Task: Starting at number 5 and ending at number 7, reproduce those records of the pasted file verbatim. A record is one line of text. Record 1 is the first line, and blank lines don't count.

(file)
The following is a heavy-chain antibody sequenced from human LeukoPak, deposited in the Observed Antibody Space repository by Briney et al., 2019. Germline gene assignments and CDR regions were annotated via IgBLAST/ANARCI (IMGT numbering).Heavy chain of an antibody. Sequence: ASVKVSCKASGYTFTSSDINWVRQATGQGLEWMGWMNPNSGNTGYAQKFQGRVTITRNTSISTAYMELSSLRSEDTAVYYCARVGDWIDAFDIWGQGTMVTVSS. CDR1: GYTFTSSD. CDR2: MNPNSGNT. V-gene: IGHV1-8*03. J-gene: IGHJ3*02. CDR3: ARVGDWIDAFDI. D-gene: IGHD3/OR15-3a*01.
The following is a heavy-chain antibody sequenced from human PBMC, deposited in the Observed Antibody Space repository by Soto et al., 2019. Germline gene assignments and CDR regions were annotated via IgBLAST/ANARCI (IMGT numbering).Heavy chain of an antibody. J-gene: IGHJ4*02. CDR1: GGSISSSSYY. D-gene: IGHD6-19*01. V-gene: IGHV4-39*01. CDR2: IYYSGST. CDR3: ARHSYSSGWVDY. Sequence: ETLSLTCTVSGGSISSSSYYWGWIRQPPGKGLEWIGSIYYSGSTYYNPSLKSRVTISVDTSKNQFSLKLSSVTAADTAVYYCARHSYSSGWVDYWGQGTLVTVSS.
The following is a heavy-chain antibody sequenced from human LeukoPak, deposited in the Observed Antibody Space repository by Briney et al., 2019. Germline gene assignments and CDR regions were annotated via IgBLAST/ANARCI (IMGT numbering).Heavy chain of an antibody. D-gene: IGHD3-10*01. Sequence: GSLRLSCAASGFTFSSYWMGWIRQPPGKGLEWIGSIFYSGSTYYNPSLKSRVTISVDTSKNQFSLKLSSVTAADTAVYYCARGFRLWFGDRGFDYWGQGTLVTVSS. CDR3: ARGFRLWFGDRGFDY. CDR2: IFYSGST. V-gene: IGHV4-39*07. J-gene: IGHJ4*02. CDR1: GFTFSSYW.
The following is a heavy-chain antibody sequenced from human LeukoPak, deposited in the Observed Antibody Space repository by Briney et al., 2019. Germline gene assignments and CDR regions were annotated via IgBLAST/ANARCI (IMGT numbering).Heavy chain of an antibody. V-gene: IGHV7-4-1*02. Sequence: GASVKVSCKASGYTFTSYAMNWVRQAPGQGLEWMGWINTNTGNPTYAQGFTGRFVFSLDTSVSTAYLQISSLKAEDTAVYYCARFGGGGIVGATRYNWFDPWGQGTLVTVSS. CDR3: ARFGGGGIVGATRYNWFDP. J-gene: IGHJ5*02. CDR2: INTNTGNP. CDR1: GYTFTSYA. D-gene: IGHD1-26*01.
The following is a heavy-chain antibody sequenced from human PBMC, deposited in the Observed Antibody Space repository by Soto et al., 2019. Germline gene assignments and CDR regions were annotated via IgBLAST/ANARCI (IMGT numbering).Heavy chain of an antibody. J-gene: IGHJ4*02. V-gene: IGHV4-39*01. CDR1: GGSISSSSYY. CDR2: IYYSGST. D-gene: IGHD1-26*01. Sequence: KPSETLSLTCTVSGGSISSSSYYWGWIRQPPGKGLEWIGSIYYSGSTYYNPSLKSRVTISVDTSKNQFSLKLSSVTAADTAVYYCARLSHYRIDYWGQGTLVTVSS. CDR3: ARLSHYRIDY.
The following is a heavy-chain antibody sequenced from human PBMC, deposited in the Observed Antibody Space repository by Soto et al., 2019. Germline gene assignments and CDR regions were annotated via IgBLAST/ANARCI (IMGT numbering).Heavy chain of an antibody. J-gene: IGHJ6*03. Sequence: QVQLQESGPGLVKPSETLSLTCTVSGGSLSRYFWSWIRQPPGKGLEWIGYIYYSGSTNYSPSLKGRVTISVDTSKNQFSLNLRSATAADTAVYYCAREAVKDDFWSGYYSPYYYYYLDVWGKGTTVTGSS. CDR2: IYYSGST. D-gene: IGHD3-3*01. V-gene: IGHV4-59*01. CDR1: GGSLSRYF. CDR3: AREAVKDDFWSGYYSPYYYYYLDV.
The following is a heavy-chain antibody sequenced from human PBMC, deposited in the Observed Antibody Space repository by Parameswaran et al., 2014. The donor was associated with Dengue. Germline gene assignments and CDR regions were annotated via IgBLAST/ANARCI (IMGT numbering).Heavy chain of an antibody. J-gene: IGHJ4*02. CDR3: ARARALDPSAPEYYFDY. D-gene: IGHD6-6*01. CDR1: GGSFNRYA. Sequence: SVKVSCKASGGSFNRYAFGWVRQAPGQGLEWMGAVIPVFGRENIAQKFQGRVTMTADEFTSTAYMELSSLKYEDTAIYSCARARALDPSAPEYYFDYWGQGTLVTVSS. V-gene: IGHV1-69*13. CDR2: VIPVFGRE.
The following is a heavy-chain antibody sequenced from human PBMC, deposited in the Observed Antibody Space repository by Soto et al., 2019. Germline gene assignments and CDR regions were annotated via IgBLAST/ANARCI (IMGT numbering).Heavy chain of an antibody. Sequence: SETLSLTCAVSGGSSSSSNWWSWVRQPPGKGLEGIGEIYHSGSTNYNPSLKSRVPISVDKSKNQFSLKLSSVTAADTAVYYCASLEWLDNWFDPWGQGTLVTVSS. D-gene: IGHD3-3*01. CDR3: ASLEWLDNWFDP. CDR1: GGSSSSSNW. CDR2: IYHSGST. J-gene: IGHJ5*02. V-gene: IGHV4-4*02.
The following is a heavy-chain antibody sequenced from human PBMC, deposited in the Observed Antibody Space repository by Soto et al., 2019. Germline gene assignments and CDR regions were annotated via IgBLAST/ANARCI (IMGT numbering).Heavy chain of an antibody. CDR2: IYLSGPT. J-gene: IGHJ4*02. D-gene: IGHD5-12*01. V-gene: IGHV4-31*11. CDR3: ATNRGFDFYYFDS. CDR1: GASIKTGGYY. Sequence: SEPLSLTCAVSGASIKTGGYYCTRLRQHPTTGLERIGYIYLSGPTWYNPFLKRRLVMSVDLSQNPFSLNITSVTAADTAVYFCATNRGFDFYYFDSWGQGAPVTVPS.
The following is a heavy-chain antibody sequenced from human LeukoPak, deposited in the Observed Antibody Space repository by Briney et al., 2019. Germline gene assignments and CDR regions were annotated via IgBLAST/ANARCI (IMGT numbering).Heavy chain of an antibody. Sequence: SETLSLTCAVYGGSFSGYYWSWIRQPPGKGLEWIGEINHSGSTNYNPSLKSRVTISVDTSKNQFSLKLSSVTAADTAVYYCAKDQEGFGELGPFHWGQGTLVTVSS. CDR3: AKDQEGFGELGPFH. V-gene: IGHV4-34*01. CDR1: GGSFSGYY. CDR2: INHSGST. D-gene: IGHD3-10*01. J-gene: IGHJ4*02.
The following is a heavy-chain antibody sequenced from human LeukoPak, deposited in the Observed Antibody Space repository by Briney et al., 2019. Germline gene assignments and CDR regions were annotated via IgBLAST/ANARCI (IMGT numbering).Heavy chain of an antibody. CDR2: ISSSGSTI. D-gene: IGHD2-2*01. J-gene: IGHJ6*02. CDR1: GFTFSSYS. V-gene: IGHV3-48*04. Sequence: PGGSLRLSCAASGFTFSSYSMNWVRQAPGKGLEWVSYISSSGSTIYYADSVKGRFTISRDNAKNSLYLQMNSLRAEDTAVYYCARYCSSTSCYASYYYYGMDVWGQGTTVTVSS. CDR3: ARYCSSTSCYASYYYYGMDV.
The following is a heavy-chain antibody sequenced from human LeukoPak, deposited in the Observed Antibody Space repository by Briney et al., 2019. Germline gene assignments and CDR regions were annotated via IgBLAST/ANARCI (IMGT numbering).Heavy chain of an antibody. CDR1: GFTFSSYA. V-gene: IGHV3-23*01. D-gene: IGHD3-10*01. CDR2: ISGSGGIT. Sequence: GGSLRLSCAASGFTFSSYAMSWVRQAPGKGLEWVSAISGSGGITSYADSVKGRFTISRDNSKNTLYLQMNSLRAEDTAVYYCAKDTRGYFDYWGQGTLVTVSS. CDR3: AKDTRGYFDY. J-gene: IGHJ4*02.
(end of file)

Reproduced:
The following is a heavy-chain antibody sequenced from human PBMC, deposited in the Observed Antibody Space repository by Soto et al., 2019. Germline gene assignments and CDR regions were annotated via IgBLAST/ANARCI (IMGT numbering).Heavy chain of an antibody. J-gene: IGHJ4*02. V-gene: IGHV4-39*01. CDR1: GGSISSSSYY. CDR2: IYYSGST. D-gene: IGHD1-26*01. Sequence: KPSETLSLTCTVSGGSISSSSYYWGWIRQPPGKGLEWIGSIYYSGSTYYNPSLKSRVTISVDTSKNQFSLKLSSVTAADTAVYYCARLSHYRIDYWGQGTLVTVSS. CDR3: ARLSHYRIDY.
The following is a heavy-chain antibody sequenced from human PBMC, deposited in the Observed Antibody Space repository by Soto et al., 2019. Germline gene assignments and CDR regions were annotated via IgBLAST/ANARCI (IMGT numbering).Heavy chain of an antibody. J-gene: IGHJ6*03. Sequence: QVQLQESGPGLVKPSETLSLTCTVSGGSLSRYFWSWIRQPPGKGLEWIGYIYYSGSTNYSPSLKGRVTISVDTSKNQFSLNLRSATAADTAVYYCAREAVKDDFWSGYYSPYYYYYLDVWGKGTTVTGSS. CDR2: IYYSGST. D-gene: IGHD3-3*01. V-gene: IGHV4-59*01. CDR1: GGSLSRYF. CDR3: AREAVKDDFWSGYYSPYYYYYLDV.
The following is a heavy-chain antibody sequenced from human PBMC, deposited in the Observed Antibody Space repository by Parameswaran et al., 2014. The donor was associated with Dengue. Germline gene assignments and CDR regions were annotated via IgBLAST/ANARCI (IMGT numbering).Heavy chain of an antibody. J-gene: IGHJ4*02. CDR3: ARARALDPSAPEYYFDY. D-gene: IGHD6-6*01. CDR1: GGSFNRYA. Sequence: SVKVSCKASGGSFNRYAFGWVRQAPGQGLEWMGAVIPVFGRENIAQKFQGRVTMTADEFTSTAYMELSSLKYEDTAIYSCARARALDPSAPEYYFDYWGQGTLVTVSS. V-gene: IGHV1-69*13. CDR2: VIPVFGRE.